Fifteen years ago, when the original Nissan Leaf was introduced, it seemed like it would have been the surefire winner of the growing EV wars. That first-generation Leaf was the ultimate way for eco-minded drivers to express to the world that they were so much better than everyone else. It was the logical next step of the stereotypical Toyota Prius driver: they’d migrate to a Leaf, break up with gas entirely, and then the Leaf would dominate the future of transportation.

Yet, that didn’t happen. Tesla came on the scene and proved to everyone that the future of electric cars was way slicker, sleeker, and more technologically advanced. 

Nissan Leaf 9

That’s okay. For every Cybertruck owner extolling the virtues of Full Self-Driving as they take a baseball bat to its stainless steel body for TikTok follows, there is a growing gaggle of EV-curious buyers who simply want basic, functional transportation that isn’t too expensive. At a base price of $29,280, the Leaf is the cheapest new EV on sale in the United States, now that the Chevrolet Bolt twins are officially deceased. At least, for now. Their return is pending. 

2024 Nissan Leaf Quick Specs
Battery 40 kilowatt-hour, lithium ion (S), 60 kilowatt-hour, lithium-ion (SV Plus)
Range 149 miles (S), 212 miles (SV Plus)
Max DC Fast Charging Rate 50 kW (S), 62.5 (SV Plus)


147 horsepower and 236 lb-ft of torque (S), 214 horsepower and 250 lb-ft of torque (SV Plus)

Base Price


As Tested Price


But getting a new Leaf right now isn’t as cut-and-dried as it may sound. In 2018, Nissan introduced a heavily revised Leaf, with more power, more range, a new look, and more tech. But, was that enough? Now that it’s 2024, more EV competitors have metaphorically grown wings and learned how to even surpass Tesla. Nissan seems to be content to let the Leaf only plod around on land.

Nissan Leaf 11

Yeah, it’s quicker than the first Leaf was and can go further, but it doesn’t have triple-digit DC fast charging speeds. Its battery is still air-cooled, instead of liquid-cooled like the overwhelming majority of EVs on the market. It’s not part of Nissan’s switch to Tesla’s NACS plug; hell, it’s still using CHAdeMO instead of CCS. Is the Nissan Leaf still relevant in 2024? To find out, I’d have to spend a week with one.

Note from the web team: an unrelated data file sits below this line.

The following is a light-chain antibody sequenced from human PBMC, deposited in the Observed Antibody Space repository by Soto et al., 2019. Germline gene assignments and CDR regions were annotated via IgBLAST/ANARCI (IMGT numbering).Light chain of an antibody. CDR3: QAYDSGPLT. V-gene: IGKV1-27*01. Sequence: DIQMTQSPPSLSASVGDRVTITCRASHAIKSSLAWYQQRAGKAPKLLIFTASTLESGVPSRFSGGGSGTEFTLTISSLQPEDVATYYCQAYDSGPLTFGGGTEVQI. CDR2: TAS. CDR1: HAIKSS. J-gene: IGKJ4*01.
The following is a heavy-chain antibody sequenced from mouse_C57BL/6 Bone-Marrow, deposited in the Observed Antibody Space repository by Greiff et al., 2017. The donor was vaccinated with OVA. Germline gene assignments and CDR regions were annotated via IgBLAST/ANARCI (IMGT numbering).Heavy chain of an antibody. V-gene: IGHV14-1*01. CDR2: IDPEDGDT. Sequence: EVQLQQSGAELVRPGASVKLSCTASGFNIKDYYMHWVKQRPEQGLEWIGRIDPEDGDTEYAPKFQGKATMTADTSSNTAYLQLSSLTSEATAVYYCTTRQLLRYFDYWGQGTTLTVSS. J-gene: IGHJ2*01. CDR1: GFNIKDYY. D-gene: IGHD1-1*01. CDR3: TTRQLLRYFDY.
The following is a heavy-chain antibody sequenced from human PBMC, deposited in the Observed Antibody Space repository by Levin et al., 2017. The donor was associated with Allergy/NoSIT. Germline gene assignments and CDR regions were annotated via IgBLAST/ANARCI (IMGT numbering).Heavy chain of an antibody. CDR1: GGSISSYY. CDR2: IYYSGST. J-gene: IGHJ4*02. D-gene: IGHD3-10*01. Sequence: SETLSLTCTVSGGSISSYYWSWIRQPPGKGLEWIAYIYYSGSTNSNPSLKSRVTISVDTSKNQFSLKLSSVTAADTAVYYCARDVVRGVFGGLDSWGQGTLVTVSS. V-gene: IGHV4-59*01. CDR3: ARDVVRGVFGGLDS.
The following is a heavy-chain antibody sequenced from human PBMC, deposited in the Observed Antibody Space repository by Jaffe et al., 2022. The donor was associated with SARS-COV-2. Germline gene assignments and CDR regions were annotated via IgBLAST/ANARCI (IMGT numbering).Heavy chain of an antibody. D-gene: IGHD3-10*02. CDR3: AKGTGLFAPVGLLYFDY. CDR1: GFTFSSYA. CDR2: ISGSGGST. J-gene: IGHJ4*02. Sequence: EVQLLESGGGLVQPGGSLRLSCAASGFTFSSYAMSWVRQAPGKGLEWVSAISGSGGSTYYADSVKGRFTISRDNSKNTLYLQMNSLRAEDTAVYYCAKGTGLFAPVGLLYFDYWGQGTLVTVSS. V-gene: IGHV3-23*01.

Driving Impressions 

The Leaf’s 2018 redesign brought some mild platform revisions and a new trim that was good for over 200 miles of range. In 2023, the car was updated again, simplifying the model range to just two trims: S and SV Plus. The small battery, 40 kWh S trim, feeds a 147 horsepower motor. The topmost SV Plus model that I tested has a larger 214 horsepower motor, fed by a 62 kWh battery. 

Nissan Leaf 3

Suspension-wise, the Leaf isn’t all that complicated – it’s either refreshingly straightforward or annoyingly primitive depending on your perspective. It doesn’t have fancy low-profile motors mounted between the rear suspension, or a cell-to-body battery pack design meant to save weight and add body rigidity. 

No, the Leaf is built like any given mid-2000s compact car. It’s a front motor, front-wheel drive car with a pretty routine front MacPherson strut front suspension, and a basic-but-robust semi-independent torsion beam rear axle. In the era of hyper-fast, super-advanced EVs, the Leaf is basic.

That’s okay though.

Like most EVs, horsepower doesn’t tell the full story of a vehicle’s performance. The Overton window has shifted, and now 215 horsepower may sound downright underpowered to some. That’s not fair though. We can’t forget about the Leaf’s 250 ft/lbs of torque—it's available in an instant, which makes it zip to 60 mph at a surprisingly quick rate.

Our friends at Motor Trend got one to hit 60 in as little as 6.7 seconds; that’s probably quicker than your favorite hot hatch you idolized back in high school. In the real world, the Leaf feels sufficiently swift, but I’d stop short of dubbing it a fast EV. However, mash the throttle to the floor on an empty road, and the Leaf will do its best impression of a rambunctious dog trying to run on a freshly oiled hardwood floor.